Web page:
Professor X meets Magneto in X-Men: First Class, a smart, action-packed, big fun prequel to the previously rather tired X-Men franchise.
This movie starts very much as the first X-Men movie did, with a young Erik Lehnsherr (Bill Milner) being separated from his parents at a Nazi concentration camp in Poland. His rage and fear cause him to bend, telekinetically, the metal gate separating him from them. This time we see that a sinister-looking doctor is watching the scene from a window. Dr. Schmidt (Kevin Bacon) later tries to get Erik to repeat the performance by moving a coin, and as incentive he brings in Erik’s mother. As you might suspect, things don’t go well for her, but Schmidt is able to unleash Erik’s remarkable powers.
Elsewhere at about the same time, a young telepathic Charles Xavier (Laurence Belcher) awakens from sleep, sensing an intruder in his family’s massive English estate. He knows when he sees a woman claiming to be his mother in the kitchen that it’s someone else, and this is how he meets the blue-skinned, red-haired Raven (Morgan Lily), a shape-shifter. So delighted is Charles to meet someone else different like him that he adopts Raven as a sort of sister. Years later in the early 1960s, when a grown Charles (James McAvory) is studying genetic mutation at Oxford, Raven (Jennifer Lawrence) lives with him — waitressing and growing bored watching Charles hit on co-eds using his abilities to order their favorite drinks and sweet talk them.
This is more or less the state in which CIA Agent Moira MacTaggert finds Charles when she comes looking for a mutation expert. Staking out officials in the U.S. military and a shifty character named Sebastian Shaw, as Schmidt now calls himself, Moira is expecting to find evidence of spying for the Soviets. What she sees instead are mutants — Emma Frost (January Jones), a woman who can cover herself in diamonds and read minds; Azazel (Jason Fleming), a red-skinned man with the ability to vanish and reappear elsewhere, and Riptide (Alex Gonzalez), a man who can create tornados in his hands. To convince her bosses that such beings are possible and are working, so she thinks, for the Soviets, she brings in Charles. But it’s Raven and her quick morphing that convinces the powers that be of what mutants can do. Though most of the CIA agents view them with fear, one of them (Oliver Platt) is convinced that their powers could be used for good, which is how Charles winds up on a U.S. Navy ship attempting to intercept a yacht carrying Shaw on the same night that a badass, Nazi-killing, vengeance-seeking Erik (Michael Fassbender) shows up to try to kill Shaw.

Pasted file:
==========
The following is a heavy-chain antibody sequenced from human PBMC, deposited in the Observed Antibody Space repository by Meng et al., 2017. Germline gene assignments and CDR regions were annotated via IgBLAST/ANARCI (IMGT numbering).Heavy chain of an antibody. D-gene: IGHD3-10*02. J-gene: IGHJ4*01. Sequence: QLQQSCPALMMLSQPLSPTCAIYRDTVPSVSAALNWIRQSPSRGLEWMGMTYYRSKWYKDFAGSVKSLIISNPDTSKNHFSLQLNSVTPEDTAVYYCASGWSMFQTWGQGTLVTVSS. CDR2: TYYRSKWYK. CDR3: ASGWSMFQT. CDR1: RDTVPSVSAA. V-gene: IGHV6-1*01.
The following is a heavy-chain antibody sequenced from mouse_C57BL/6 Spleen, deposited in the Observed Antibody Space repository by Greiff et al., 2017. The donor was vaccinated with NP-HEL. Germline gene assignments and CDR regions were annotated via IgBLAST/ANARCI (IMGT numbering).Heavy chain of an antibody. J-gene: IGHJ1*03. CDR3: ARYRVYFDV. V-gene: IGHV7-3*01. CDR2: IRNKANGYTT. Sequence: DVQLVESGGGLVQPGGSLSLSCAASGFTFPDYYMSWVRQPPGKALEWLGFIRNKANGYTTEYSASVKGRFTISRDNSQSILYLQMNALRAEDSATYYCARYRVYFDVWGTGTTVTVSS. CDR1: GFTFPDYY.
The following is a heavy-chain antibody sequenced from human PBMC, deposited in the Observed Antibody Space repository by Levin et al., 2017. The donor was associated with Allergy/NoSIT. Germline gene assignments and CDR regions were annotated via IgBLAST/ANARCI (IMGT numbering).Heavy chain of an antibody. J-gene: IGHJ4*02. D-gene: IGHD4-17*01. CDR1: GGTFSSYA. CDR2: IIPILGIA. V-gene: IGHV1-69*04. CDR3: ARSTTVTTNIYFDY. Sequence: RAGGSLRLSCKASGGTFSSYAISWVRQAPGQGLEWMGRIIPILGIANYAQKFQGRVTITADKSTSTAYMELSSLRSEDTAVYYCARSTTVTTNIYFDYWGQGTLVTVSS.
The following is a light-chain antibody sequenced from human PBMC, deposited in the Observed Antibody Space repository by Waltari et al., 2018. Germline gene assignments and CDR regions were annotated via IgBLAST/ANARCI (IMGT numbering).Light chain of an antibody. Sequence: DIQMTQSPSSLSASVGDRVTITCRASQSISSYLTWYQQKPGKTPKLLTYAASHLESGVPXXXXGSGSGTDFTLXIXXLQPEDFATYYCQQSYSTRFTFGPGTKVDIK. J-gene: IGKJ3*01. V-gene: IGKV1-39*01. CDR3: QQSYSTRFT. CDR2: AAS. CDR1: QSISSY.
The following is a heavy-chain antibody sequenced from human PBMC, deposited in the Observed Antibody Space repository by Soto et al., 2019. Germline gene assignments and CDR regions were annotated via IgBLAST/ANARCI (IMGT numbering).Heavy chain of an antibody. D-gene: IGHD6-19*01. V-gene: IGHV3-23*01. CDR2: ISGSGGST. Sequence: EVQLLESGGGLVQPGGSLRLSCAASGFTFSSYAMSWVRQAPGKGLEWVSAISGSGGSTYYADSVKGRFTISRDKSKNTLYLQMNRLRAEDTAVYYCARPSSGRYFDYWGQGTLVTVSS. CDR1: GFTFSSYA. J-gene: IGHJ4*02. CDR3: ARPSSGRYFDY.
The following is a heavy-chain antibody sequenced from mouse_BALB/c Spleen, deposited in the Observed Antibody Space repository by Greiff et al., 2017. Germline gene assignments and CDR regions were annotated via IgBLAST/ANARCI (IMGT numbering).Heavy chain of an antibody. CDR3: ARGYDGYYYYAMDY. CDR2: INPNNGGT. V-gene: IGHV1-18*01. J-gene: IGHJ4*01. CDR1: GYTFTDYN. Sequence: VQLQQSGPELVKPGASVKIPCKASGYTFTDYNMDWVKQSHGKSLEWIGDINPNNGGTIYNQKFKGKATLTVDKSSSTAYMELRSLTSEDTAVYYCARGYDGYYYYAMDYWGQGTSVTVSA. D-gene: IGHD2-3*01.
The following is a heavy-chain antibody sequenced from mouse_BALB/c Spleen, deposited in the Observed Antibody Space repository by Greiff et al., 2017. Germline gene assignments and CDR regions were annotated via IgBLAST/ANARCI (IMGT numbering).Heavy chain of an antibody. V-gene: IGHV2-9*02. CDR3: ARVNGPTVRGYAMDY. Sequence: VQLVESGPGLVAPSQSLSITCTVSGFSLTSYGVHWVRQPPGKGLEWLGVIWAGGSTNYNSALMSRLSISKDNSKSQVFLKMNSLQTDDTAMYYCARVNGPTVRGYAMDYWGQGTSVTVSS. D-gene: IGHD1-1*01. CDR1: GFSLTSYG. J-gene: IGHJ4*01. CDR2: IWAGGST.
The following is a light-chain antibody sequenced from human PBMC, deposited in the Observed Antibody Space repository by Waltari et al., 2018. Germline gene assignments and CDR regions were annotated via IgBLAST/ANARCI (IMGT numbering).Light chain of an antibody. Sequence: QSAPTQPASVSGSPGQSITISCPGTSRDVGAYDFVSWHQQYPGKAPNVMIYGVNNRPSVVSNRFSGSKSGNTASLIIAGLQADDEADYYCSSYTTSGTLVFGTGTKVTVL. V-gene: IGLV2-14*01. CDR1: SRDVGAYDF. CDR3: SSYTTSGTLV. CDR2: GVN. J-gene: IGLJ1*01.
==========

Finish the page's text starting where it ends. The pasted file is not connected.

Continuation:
It is complicated friendship at first sight.
As it turns out, Shaw is poking around in both the U.S. and Soviet military establishments and planning something dastardly. Since Erik and Charles have overlapping goals (Charles: stop Shaw; Erik: kill Shaw), they decide to work together — to hunt down Shaw and to find other mutants who might want to join them. Thus we meet government scientist Hank McCoy (Nicholas Hoult), who is supersmart and has ape-like feet; the changeable Darwin (Edi Gathegi); the butterfly-type-wings-having Angel (Zoe Kravitz); the energy-slinging Havok (Lucas Til), and the sound-manipulating Banshee (Caleb Landry Jones).